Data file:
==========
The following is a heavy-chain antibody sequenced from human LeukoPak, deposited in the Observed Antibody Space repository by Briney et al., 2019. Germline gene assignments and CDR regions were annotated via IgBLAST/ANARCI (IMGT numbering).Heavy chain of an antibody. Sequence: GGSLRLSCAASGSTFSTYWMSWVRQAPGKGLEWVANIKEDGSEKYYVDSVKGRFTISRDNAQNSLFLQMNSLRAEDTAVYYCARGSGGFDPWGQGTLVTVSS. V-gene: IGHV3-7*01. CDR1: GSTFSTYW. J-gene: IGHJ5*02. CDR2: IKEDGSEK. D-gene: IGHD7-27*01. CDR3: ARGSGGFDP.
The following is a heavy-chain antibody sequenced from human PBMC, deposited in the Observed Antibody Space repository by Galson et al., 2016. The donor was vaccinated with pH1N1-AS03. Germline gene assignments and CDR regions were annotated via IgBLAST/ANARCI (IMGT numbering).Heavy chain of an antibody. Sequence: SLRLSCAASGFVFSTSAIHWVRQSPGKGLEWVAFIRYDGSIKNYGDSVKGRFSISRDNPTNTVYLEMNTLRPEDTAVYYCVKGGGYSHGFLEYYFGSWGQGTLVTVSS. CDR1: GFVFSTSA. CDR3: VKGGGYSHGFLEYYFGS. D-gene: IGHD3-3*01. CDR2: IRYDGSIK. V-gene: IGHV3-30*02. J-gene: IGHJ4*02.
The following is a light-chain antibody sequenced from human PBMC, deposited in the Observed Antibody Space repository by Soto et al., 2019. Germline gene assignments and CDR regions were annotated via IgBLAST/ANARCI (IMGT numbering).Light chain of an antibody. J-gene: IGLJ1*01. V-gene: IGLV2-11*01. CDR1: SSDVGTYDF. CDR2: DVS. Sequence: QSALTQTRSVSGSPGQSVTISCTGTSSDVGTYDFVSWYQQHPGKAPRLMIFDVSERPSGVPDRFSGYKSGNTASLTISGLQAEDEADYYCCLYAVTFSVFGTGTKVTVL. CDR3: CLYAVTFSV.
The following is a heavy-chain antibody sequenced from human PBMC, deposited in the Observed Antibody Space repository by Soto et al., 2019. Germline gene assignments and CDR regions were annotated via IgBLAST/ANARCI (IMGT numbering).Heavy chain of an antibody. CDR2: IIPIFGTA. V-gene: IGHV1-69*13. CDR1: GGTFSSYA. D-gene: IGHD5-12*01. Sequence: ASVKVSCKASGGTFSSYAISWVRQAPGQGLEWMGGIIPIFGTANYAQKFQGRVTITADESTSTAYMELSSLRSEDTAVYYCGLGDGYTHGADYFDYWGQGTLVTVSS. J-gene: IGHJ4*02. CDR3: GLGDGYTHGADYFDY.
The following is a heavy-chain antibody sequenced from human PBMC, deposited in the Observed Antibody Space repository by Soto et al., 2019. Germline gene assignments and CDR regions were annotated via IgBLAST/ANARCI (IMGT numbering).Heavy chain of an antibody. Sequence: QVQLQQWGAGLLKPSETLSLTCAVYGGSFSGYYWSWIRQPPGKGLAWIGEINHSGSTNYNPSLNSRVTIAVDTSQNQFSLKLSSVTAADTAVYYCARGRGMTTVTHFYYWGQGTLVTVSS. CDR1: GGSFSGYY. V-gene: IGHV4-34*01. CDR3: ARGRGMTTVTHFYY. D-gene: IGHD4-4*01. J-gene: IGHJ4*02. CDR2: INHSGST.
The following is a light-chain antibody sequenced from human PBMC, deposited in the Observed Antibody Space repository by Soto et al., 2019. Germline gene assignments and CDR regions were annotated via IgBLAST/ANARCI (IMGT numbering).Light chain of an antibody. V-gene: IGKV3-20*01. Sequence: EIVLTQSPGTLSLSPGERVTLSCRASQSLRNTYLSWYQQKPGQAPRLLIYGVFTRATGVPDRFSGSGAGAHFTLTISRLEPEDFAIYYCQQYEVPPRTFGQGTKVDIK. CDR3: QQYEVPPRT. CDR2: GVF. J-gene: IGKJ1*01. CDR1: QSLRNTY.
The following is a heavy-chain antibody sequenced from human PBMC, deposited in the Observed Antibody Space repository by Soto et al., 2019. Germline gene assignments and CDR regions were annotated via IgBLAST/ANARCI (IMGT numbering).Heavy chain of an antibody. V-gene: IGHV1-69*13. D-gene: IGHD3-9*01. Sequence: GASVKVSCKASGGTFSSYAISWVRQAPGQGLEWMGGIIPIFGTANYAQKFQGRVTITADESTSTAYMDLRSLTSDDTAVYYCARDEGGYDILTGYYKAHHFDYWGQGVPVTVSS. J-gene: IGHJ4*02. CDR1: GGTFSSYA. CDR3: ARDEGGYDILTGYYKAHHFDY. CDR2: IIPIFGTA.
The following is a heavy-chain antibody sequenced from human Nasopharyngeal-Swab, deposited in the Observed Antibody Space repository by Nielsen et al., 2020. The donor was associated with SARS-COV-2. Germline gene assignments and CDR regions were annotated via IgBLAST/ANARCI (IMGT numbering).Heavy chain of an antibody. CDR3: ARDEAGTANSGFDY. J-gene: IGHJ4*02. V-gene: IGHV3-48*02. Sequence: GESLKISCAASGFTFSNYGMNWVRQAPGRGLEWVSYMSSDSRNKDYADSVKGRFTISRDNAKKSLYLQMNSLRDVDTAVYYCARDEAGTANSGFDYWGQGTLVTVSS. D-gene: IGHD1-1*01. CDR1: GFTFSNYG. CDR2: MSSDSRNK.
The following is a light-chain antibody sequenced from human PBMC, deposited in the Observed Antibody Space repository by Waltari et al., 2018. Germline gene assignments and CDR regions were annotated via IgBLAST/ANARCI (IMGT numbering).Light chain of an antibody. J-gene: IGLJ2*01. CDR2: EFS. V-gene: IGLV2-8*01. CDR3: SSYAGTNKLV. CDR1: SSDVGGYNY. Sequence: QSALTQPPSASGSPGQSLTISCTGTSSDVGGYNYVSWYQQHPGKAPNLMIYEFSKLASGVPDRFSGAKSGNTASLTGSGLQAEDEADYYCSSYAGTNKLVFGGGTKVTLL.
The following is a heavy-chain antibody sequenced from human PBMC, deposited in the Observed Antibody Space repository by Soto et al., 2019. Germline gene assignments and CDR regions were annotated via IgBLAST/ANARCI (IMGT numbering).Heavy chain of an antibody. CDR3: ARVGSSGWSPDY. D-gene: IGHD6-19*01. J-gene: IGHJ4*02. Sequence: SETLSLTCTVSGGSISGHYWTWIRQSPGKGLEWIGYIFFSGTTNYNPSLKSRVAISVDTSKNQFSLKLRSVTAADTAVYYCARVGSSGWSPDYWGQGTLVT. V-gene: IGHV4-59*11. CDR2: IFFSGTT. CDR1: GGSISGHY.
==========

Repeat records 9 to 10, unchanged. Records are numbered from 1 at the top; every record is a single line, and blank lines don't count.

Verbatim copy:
The following is a light-chain antibody sequenced from human PBMC, deposited in the Observed Antibody Space repository by Waltari et al., 2018. Germline gene assignments and CDR regions were annotated via IgBLAST/ANARCI (IMGT numbering).Light chain of an antibody. J-gene: IGLJ2*01. CDR2: EFS. V-gene: IGLV2-8*01. CDR3: SSYAGTNKLV. CDR1: SSDVGGYNY. Sequence: QSALTQPPSASGSPGQSLTISCTGTSSDVGGYNYVSWYQQHPGKAPNLMIYEFSKLASGVPDRFSGAKSGNTASLTGSGLQAEDEADYYCSSYAGTNKLVFGGGTKVTLL.
The following is a heavy-chain antibody sequenced from human PBMC, deposited in the Observed Antibody Space repository by Soto et al., 2019. Germline gene assignments and CDR regions were annotated via IgBLAST/ANARCI (IMGT numbering).Heavy chain of an antibody. CDR3: ARVGSSGWSPDY. D-gene: IGHD6-19*01. J-gene: IGHJ4*02. Sequence: SETLSLTCTVSGGSISGHYWTWIRQSPGKGLEWIGYIFFSGTTNYNPSLKSRVAISVDTSKNQFSLKLRSVTAADTAVYYCARVGSSGWSPDYWGQGTLVT. V-gene: IGHV4-59*11. CDR2: IFFSGTT. CDR1: GGSISGHY.